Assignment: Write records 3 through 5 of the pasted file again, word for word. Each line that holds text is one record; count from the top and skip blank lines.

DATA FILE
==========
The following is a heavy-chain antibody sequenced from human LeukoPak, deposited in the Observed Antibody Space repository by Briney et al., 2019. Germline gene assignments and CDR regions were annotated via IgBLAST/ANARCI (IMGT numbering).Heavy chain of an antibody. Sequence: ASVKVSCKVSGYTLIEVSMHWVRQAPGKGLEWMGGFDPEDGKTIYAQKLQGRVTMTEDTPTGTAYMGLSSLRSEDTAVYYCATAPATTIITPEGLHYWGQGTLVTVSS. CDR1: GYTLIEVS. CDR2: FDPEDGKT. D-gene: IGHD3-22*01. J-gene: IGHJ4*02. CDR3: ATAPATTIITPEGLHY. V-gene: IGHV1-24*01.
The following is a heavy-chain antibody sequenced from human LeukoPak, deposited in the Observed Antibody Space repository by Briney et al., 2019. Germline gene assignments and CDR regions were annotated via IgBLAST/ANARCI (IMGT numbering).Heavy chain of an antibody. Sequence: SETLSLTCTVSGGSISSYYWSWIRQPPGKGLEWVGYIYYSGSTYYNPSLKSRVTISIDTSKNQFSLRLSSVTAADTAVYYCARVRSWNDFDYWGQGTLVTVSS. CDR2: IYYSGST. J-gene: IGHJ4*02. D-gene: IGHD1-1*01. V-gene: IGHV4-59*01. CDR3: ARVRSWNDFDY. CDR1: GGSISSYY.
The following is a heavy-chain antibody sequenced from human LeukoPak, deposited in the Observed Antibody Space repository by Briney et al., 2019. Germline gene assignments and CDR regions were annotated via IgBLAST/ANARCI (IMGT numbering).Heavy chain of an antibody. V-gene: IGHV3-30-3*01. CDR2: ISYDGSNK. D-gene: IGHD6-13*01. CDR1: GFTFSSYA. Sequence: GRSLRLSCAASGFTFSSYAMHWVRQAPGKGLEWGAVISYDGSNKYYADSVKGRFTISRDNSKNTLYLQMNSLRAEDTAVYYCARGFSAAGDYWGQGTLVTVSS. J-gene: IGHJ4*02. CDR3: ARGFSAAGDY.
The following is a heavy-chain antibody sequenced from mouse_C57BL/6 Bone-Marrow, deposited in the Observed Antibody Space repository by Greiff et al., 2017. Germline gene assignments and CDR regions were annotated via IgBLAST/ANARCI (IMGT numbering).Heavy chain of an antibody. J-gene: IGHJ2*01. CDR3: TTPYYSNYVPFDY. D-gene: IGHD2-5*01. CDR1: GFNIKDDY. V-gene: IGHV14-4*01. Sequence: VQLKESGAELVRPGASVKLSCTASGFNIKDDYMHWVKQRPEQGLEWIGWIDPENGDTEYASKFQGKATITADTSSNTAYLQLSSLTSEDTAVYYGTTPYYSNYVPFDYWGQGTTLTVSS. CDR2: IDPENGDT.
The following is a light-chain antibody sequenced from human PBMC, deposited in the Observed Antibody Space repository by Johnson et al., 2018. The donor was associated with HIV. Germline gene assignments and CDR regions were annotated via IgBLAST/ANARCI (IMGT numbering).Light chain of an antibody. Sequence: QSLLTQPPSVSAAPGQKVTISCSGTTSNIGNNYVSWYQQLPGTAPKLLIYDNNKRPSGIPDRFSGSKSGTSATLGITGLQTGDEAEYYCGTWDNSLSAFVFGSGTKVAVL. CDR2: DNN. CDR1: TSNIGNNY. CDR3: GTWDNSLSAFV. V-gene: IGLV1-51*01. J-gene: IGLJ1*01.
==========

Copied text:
The following is a heavy-chain antibody sequenced from human LeukoPak, deposited in the Observed Antibody Space repository by Briney et al., 2019. Germline gene assignments and CDR regions were annotated via IgBLAST/ANARCI (IMGT numbering).Heavy chain of an antibody. V-gene: IGHV3-30-3*01. CDR2: ISYDGSNK. D-gene: IGHD6-13*01. CDR1: GFTFSSYA. Sequence: GRSLRLSCAASGFTFSSYAMHWVRQAPGKGLEWGAVISYDGSNKYYADSVKGRFTISRDNSKNTLYLQMNSLRAEDTAVYYCARGFSAAGDYWGQGTLVTVSS. J-gene: IGHJ4*02. CDR3: ARGFSAAGDY.
The following is a heavy-chain antibody sequenced from mouse_C57BL/6 Bone-Marrow, deposited in the Observed Antibody Space repository by Greiff et al., 2017. Germline gene assignments and CDR regions were annotated via IgBLAST/ANARCI (IMGT numbering).Heavy chain of an antibody. J-gene: IGHJ2*01. CDR3: TTPYYSNYVPFDY. D-gene: IGHD2-5*01. CDR1: GFNIKDDY. V-gene: IGHV14-4*01. Sequence: VQLKESGAELVRPGASVKLSCTASGFNIKDDYMHWVKQRPEQGLEWIGWIDPENGDTEYASKFQGKATITADTSSNTAYLQLSSLTSEDTAVYYGTTPYYSNYVPFDYWGQGTTLTVSS. CDR2: IDPENGDT.
The following is a light-chain antibody sequenced from human PBMC, deposited in the Observed Antibody Space repository by Johnson et al., 2018. The donor was associated with HIV. Germline gene assignments and CDR regions were annotated via IgBLAST/ANARCI (IMGT numbering).Light chain of an antibody. Sequence: QSLLTQPPSVSAAPGQKVTISCSGTTSNIGNNYVSWYQQLPGTAPKLLIYDNNKRPSGIPDRFSGSKSGTSATLGITGLQTGDEAEYYCGTWDNSLSAFVFGSGTKVAVL. CDR2: DNN. CDR1: TSNIGNNY. CDR3: GTWDNSLSAFV. V-gene: IGLV1-51*01. J-gene: IGLJ1*01.